Third Quarter Challenge Part Two
I showed you my design development process on my last post for the 3rd Quarter Challenge. Now on to the felting portion.
Here is the design that I have traced on to a heavy interfacing. I was really thinking I would use a lighter interfacing but this is the first I found so I used it. The resist is to prevent wool migration in the area of the design using a darker color on the bottom and lighter color on the top of the resist.
I cut out the design with a sharp craft knife.
Here’s the design completely cut out. I really like how it looks and I’m excited to see how it will work when felted in between two layers of wool. I had originally planned on using black and grey wool but changed my mind as I didn’t have the black wool right at hand. I decided to use a mixed blue batt and yellow.
I laid out a couple of layers of blue but looking at this photo now, I realize that the blue was just not dark enough and not a big enough contrast to the yellow.
I added my resist on top of the blue.
Then I covered it with yellow.
Here it is ready to be wet down.
I worked the felt mainly from the back because I felt like I was shifting the blue fibers as they migrated through the yellow when I rubbed on the front. It felt like I was making a fiber pizza crust.
The result when it was wet.
And dry. A bit underwhelming to say the least and I was disappointed. I think a coarser wool on the bottom layer would have helped and a stronger contrast of colors might have made a difference. But all is not lost. I am planning on hand stitching around the design to bring it back to life. So more next week!
24 thoughts on “Third Quarter Challenge Part Two”
Ruth, why don’t you take it out ! Just like cracked mud? That would be wonderful!
It would look good but I think the wool fibres will have attached to the interfacing.
Thanks Jifke, I could have tried that for sure but I am already stitching it so I will go in that direction for now.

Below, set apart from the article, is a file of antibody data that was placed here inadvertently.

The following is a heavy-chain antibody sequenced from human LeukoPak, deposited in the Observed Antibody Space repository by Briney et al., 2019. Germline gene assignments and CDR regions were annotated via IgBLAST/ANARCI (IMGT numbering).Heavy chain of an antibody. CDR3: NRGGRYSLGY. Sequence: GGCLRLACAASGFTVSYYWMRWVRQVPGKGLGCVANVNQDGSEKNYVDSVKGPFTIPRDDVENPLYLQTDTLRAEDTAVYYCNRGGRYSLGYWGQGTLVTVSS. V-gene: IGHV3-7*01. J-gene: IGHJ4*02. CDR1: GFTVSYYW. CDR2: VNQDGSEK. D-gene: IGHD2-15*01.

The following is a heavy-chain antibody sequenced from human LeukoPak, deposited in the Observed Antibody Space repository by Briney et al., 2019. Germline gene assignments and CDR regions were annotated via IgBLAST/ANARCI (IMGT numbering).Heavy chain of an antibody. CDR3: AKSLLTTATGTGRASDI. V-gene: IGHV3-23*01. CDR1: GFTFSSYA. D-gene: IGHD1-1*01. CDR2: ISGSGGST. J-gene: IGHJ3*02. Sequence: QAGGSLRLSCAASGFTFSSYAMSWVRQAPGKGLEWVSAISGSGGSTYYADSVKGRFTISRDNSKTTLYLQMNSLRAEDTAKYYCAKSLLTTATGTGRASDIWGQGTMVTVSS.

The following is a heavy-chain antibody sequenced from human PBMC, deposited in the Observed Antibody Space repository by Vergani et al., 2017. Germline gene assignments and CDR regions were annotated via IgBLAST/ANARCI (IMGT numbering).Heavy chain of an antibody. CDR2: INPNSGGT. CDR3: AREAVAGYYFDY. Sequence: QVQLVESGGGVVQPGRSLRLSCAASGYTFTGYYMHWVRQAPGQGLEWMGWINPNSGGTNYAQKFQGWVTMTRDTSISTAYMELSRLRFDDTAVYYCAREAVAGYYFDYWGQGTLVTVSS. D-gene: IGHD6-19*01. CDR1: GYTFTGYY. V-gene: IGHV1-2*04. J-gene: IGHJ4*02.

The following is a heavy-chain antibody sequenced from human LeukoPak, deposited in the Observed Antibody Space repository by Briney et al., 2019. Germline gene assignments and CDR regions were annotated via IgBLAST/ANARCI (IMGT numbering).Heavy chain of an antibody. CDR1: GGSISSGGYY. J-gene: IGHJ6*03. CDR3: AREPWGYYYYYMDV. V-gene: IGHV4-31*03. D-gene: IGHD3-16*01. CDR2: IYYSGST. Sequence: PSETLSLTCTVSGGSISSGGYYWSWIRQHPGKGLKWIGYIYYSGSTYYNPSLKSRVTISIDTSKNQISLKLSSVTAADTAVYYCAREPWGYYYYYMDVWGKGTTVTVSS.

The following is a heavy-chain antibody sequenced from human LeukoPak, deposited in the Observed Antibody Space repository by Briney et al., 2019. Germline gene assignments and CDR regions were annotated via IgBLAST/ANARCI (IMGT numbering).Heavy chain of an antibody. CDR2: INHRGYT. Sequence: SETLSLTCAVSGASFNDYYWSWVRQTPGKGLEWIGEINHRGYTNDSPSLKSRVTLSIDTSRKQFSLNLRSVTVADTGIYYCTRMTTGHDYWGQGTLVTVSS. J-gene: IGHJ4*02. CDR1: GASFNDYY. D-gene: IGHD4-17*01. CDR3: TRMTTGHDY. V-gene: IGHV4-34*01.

That’s the fascination of felting – you can never be sure how things will turn out! However, your design is visible and I reckon stitching will be the answer. Your cutting out of the interfacing is impressive!
Thanks Lyn! The cutting out takes a steady hand but it’s fairly simple. We’ll see if the stitching improves it. And yes, you never really know how the felt will turn out.
Very interested in seeing Part 3 of this project! I’m really sorry the interfacing didn’t pop out as expected, the design was really beautiful.
Thanks Leonor, I’m sure if I had followed my first idea, it might have been better. That’s what I get for being lazy 🙂
Well, now you know what happens when you *don’t* and that will help with future laziness! 😀
You did a great job cutting it out. I always mass them up. I wonder if some beating on the yellow side would help. Use a pool noodle to whack it. When you throw a piece the wool seems to migrate more so whacking it may help.
Thanks Ann! I did do some beating on the yellow side and some whacking. Didn’t seem to change much though.
I wasn’t sure what to expect, but it’s a good thing you used the heavier interfacing. Stitching will bring it to life for sure. Your cutting out of the design is impressive. I look forward to seeing the finished piece.
Thanks Marilyn! It is good that I used the heavier interfacing. I don’t think the lighter stuff would have worked at all.
Why not cut the interfacing resist out to expose the colour underneath then enhance with stitch
Yes, Jifke suggested that as well. I think I will just stick with the stitching and see how that looks.
Reblogged this on Yarnsage.
Very interesting to see how you developed this project. Can’t wait to see after the stitching!
Thanks! Hopefully the stitching will get completed quickly 🙂
Very interesting! Couple of thoughts:
* How did the shrinkage of the felt affect the interfacing? Did it buckle up?
* Could you recut around the template, leaving a border where the edges have felted together, so you would have just a felt-covered template that is different colours on each side? Lots of edges to work! This template may be too complex or the gaps too small but it might work with a simpler design.
Thanks Kim, the interfacing did buckle up some. I’m sure there is some way that I could cut that would make the pattern show more. There are lots of edges for sure and yes, probably too complex but it was better than my first choice 😉
It still looks interesting even if it didn’t turn out as you hoped. I’d have thought it’d work just fine too. It’s a great idea though and could work loads of different ways, like Jifke said about cutting it out, or just as an inclusion like for a lamshade, or similar to your celtic hat project, or even with silk on top instead of wool. I like your stitching so I’m looking forward to seeing it with that 🙂
Thanks Zed, it actually looks worse than it did now. I really don’t like it. I will post more about it this week but it is headed for the recycle bin.